I traveled by train, and this post is an account of my experiences and a warning for others who might be attempting the same thing. It costed a lot of money, but most importantly, it was a very exhausting and stressful experience. So if you’re reading this and planning on doing the same thing – don’t.
First of all: why did I do it? Well, there’s a couple of reasons. First was curiosity – I like trains, and I really wanted to try that kind of long international train travel. Second was finance – plane tickets have a tendency of becoming ridiculously expensive before Christmas, and I had a hard time finding the sort of tickets I wanted (BGO–WAW, POZ–BGO), so I figured that trains can be cheaper. In the end they weren’t, but they weren’t significantly more expensive either, and given that I’ve had a lot of flying last month, I decided I’ll give the train a chance.
Secondly: how did I do it? Well I checked a couple of possible connections via the best railway connection finder in the world, and I decided to go like this:
- morning train from Bergen to Oslo;
- Oslo to Katrineholm;
- night train from Katrineholm to Lund;
- Oresund train accross the sea to Copenhagen;
- ICE 38 from Copenhagen to Berlin;
- and a EuroCity from Berlin to Poznań, where I’d meet with my friends and continue to my parents’ place by car.
So that was the plan, and it looked good. In the end I managed to arrive in Poznań on time, but there was a lot of stress and some adventures on the way.
I took off from Bergen at 8am. Bergensbana is probably one of world’s most beautiful train routes, but not in December. The sun doesn’t rise until ~9:40, so you can’t see any of the beautiful fiords of Western Norway.
By the time it’s daylight, the train reaches Hardangervidda, and everything’s just white, but you won’t even see that, because the train goes through the snow like a giant plough, and in effect all you see through the windows is a giant white cloud.
It gets better in Eastern Norway as the train approaches Oslo, but then again the landscape becomes a bit boring there. But apart from all that, the Bergen-Oslo train was one of the best parts of my trip. The train itself is comfy, there are power outlets in 2nd class, and it was on time.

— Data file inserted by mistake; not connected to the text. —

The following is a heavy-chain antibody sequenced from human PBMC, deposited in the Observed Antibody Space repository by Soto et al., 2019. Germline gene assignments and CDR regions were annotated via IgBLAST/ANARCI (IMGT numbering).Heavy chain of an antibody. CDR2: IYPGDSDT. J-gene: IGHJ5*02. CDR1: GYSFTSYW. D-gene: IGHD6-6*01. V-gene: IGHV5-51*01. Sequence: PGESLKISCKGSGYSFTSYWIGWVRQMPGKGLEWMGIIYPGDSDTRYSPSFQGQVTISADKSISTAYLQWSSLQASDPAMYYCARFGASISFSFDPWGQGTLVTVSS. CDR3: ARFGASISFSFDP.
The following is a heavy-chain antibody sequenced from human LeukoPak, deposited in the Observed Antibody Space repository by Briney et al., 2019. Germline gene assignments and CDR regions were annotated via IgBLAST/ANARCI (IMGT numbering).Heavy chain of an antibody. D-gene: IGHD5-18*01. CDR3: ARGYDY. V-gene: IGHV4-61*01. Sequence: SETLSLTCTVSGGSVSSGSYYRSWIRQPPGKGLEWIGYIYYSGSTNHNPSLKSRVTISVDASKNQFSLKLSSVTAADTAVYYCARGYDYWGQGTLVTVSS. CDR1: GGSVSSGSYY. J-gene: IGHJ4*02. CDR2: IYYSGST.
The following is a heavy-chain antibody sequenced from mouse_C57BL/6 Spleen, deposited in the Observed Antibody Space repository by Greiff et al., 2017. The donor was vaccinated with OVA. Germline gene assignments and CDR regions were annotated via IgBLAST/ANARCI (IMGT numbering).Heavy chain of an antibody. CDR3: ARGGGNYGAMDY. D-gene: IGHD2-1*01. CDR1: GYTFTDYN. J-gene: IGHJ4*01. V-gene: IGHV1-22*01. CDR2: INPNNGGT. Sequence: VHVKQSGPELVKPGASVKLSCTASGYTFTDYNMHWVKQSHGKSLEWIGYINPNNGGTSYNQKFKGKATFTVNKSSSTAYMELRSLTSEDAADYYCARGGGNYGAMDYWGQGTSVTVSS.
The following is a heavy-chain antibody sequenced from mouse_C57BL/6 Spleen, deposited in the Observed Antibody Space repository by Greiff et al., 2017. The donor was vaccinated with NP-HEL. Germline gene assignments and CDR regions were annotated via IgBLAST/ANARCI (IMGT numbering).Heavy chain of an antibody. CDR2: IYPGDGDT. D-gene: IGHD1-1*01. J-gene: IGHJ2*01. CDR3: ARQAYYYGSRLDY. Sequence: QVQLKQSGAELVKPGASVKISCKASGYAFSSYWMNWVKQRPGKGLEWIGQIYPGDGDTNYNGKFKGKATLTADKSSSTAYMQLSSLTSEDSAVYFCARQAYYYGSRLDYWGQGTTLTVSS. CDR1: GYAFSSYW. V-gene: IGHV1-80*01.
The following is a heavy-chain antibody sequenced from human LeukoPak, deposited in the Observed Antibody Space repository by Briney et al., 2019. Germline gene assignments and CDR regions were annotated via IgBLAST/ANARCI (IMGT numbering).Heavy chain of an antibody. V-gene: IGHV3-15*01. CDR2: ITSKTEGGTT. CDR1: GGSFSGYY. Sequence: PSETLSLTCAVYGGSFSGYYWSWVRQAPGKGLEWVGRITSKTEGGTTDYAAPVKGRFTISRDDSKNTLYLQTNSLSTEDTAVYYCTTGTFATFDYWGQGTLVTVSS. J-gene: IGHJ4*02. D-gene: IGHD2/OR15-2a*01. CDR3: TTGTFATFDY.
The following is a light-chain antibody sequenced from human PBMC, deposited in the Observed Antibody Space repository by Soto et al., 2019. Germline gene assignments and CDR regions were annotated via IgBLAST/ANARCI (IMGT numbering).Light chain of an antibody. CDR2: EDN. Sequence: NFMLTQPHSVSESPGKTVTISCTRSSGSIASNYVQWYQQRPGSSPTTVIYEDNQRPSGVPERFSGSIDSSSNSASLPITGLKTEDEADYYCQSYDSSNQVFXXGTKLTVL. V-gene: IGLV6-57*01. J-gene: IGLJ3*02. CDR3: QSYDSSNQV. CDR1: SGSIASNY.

So, Oslo S. It’s nice there. I went upstairs to grab a bite, and while I was waiting for my burger the big display that lists all departures showed that my train to Sweden is cancelled. ‘Fantastic’, I thought, ‘but let’s finish the burger first and then think what to do next.’ My immediate thought was to call SAS, book a one-way ticket to WAW and forget about all that train non-sense. This is also the moment of the trip when stress comes into play.
See, because when you travel by plane, you can book travel with multiple legs operated by different carriers and have it all on one ticket, so if one part of your trip gets cancelled or delayed, the rest of it gets adjusted somehow and it’s not your problem. With international train travel it’s different. I tried booking everything with Bahn.de, but that’s apparently impossible, so I ended up having tickets bought from 3 companies: NSB, SJ, and DB. If I got lost somewhere in Sweden due to delays, I’d lose my German tickets and seat reservations, because it’s not their fault SJ fucked things up. So when I learned that the train to Stockholm is cancelled, I got worried. But I figured it could still all work out fine, because I booked my tickets with generous transfer times.
I walked towards platform 19 at Oslo S and jumped on a bus1 to Karlstad, where an inter-city train number 58 to Stockholm would await all the passengers. And despite it being a relatively old and crowded bus, it brought us all to Karlstad pretty quickly. Actually there were two buses – a lot of people. We all stood on the platform and waited for the train (which couldn’t have been late, because that where its route started), and then someone announced through the speakers that the train will be delayed, 1 hour. There wasn’t even enough room at the station for all of us to fit. The train arrived after about 30 minutes, so it wasn’t all that bad, and even though the carriages looked very old from outside, they were very comfortable and modern on the inside. The problem was the train number 58 didn’t really move anywhere. We stood in Karlstad for an hour or more, so I was getting worried again that I won’t make my night-train connection in Katrineholm. I had 2 hours allocated for the transfer, but in the end I only spent 20 minutes there because of all the delays. Mind you, there was no snow in Sweden, so I’ve no idea why there were so many problems with SJ.